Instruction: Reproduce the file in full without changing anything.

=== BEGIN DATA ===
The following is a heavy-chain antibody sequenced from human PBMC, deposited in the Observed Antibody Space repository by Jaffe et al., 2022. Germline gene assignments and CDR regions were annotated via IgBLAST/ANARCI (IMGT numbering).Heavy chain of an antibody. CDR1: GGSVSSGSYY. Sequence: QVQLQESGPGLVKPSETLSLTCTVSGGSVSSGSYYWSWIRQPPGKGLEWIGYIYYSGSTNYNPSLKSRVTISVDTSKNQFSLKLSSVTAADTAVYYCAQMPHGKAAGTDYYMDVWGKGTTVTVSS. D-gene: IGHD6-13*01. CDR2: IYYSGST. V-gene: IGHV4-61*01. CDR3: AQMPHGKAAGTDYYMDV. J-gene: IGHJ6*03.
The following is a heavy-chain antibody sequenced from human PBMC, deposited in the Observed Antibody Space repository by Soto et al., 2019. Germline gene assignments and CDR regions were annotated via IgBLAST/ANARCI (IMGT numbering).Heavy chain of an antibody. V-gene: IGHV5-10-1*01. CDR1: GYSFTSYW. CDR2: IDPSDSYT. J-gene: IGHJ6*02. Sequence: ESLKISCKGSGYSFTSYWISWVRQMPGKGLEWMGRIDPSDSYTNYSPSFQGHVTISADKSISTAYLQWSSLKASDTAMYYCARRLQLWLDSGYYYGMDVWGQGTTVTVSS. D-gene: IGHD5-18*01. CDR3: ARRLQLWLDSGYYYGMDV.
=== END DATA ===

The following is a heavy-chain antibody sequenced from human PBMC, deposited in the Observed Antibody Space repository by Jaffe et al., 2022. Germline gene assignments and CDR regions were annotated via IgBLAST/ANARCI (IMGT numbering).Heavy chain of an antibody. CDR1: GGSVSSGSYY. Sequence: QVQLQESGPGLVKPSETLSLTCTVSGGSVSSGSYYWSWIRQPPGKGLEWIGYIYYSGSTNYNPSLKSRVTISVDTSKNQFSLKLSSVTAADTAVYYCAQMPHGKAAGTDYYMDVWGKGTTVTVSS. D-gene: IGHD6-13*01. CDR2: IYYSGST. V-gene: IGHV4-61*01. CDR3: AQMPHGKAAGTDYYMDV. J-gene: IGHJ6*03.
The following is a heavy-chain antibody sequenced from human PBMC, deposited in the Observed Antibody Space repository by Soto et al., 2019. Germline gene assignments and CDR regions were annotated via IgBLAST/ANARCI (IMGT numbering).Heavy chain of an antibody. V-gene: IGHV5-10-1*01. CDR1: GYSFTSYW. CDR2: IDPSDSYT. J-gene: IGHJ6*02. Sequence: ESLKISCKGSGYSFTSYWISWVRQMPGKGLEWMGRIDPSDSYTNYSPSFQGHVTISADKSISTAYLQWSSLKASDTAMYYCARRLQLWLDSGYYYGMDVWGQGTTVTVSS. D-gene: IGHD5-18*01. CDR3: ARRLQLWLDSGYYYGMDV.